Extreme heat caused massive die-off 250m yrs ago
London: For five million years after the worst mass extinction in Earth's history, much of the planet was simply too hot for anything to survive, researchers have revealed.
Experts have long been puzzled by the 'broken world' scenario that followed the Permian-Triassic mass extinction 250 million years ago.
Up to 96 percent of all marine species and 70 percent of land-dwelling vertebrates were wiped out by the event, which is thought to have been caused by a combination of climate change and volcanic activity.
During the long heat wave no forests grew in the tropics, only shrubs and ferns, and shellfish were the only marine creatures left in the oceans.
Virtually no land animals existed because their metabolisms would not have withstood such high temperatures and only the Polar Regions offered a habitable refuge from the baking heat.
Typically it takes tens of thousands of years for new species to appear after a mass extinction but in the case of the Permian-Triassic event, this 'dead zone' lasted an extraordinary five million years and a new study has now indicated why.
The reason behind this being the rise in temperature - it rose in the tropics to lethal levels, soaring to 60C on land and 40C in the sea, and prevented life from re-emerging.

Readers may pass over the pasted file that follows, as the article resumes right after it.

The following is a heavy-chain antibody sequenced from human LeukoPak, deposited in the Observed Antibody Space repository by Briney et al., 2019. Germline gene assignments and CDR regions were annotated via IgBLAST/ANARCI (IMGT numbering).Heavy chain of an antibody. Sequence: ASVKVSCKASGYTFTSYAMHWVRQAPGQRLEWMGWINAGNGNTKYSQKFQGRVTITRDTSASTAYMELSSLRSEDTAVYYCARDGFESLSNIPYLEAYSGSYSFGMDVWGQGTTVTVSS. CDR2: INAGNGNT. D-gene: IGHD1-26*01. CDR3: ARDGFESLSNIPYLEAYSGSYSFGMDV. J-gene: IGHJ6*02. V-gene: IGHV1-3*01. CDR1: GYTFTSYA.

"Global warming has long been linked to the end-Permian mass extinction, but this study is the first to show extreme temperatures kept life from restarting in equatorial latitudes for millions of years," the Daily Mail quoted lead researcher Yadong Sun from the University of Leeds as saying.
According to the researchers, a breakdown in global carbon cycling was responsible for the hothouse conditions.
Normally plants help regulate temperature by absorbing carbon dioxide and sealing it away in vegetable matter but without plants, levels of the greenhouse gas rose unchecked, causing temperatures to rise.
The scientists collected data from 15,000 conodonts - tiny teeth from extinct eel-like fishes - from rocks in southern China.
By studying oxygen atoms in the conodonts, they were able to calculate temperature levels many millions of years ago.
"Nobody has ever dared say that past climates attained these levels of heat," Professor Paul Wignall said.
"Hopefully future global warming won't get anywhere near temperatures of 250 million years ago, but if it does we have shown that it may take millions of years to recover," he added.